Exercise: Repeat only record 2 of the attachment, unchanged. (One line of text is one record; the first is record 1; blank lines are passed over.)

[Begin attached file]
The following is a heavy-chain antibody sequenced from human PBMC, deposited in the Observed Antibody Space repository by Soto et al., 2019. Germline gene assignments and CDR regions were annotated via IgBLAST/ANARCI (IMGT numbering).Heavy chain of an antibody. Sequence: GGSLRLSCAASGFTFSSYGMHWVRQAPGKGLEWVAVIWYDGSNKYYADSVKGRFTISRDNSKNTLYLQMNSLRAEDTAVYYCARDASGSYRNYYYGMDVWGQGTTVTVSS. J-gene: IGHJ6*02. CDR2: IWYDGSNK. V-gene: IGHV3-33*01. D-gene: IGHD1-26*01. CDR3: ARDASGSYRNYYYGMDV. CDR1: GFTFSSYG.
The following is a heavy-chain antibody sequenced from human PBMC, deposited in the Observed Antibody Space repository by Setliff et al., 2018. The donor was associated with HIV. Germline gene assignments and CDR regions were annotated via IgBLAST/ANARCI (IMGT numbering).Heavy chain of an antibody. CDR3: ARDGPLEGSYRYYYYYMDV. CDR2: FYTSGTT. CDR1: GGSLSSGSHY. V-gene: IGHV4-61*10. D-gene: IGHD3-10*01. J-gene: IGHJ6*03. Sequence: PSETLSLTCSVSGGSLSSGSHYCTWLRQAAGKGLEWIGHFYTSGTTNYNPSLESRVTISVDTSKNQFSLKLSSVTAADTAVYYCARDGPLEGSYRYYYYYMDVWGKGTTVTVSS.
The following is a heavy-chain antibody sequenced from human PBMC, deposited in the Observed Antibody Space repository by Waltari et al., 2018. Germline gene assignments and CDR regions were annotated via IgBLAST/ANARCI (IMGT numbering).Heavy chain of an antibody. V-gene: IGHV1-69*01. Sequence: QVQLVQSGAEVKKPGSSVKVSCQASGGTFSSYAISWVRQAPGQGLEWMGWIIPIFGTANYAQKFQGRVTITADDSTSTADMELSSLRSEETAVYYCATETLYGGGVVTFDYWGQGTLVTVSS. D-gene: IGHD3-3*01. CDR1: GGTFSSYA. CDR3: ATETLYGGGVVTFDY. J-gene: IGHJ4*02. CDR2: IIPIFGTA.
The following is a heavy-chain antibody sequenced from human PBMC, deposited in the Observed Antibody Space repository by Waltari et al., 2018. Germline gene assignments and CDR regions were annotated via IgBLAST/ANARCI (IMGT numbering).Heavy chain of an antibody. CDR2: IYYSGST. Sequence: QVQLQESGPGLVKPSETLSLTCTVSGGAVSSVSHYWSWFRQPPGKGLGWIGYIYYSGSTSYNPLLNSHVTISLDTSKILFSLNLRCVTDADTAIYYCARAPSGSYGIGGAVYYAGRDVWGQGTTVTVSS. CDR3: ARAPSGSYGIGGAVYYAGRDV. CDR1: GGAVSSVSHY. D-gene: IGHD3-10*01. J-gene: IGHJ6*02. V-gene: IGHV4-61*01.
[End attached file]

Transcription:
The following is a heavy-chain antibody sequenced from human PBMC, deposited in the Observed Antibody Space repository by Setliff et al., 2018. The donor was associated with HIV. Germline gene assignments and CDR regions were annotated via IgBLAST/ANARCI (IMGT numbering).Heavy chain of an antibody. CDR3: ARDGPLEGSYRYYYYYMDV. CDR2: FYTSGTT. CDR1: GGSLSSGSHY. V-gene: IGHV4-61*10. D-gene: IGHD3-10*01. J-gene: IGHJ6*03. Sequence: PSETLSLTCSVSGGSLSSGSHYCTWLRQAAGKGLEWIGHFYTSGTTNYNPSLESRVTISVDTSKNQFSLKLSSVTAADTAVYYCARDGPLEGSYRYYYYYMDVWGKGTTVTVSS.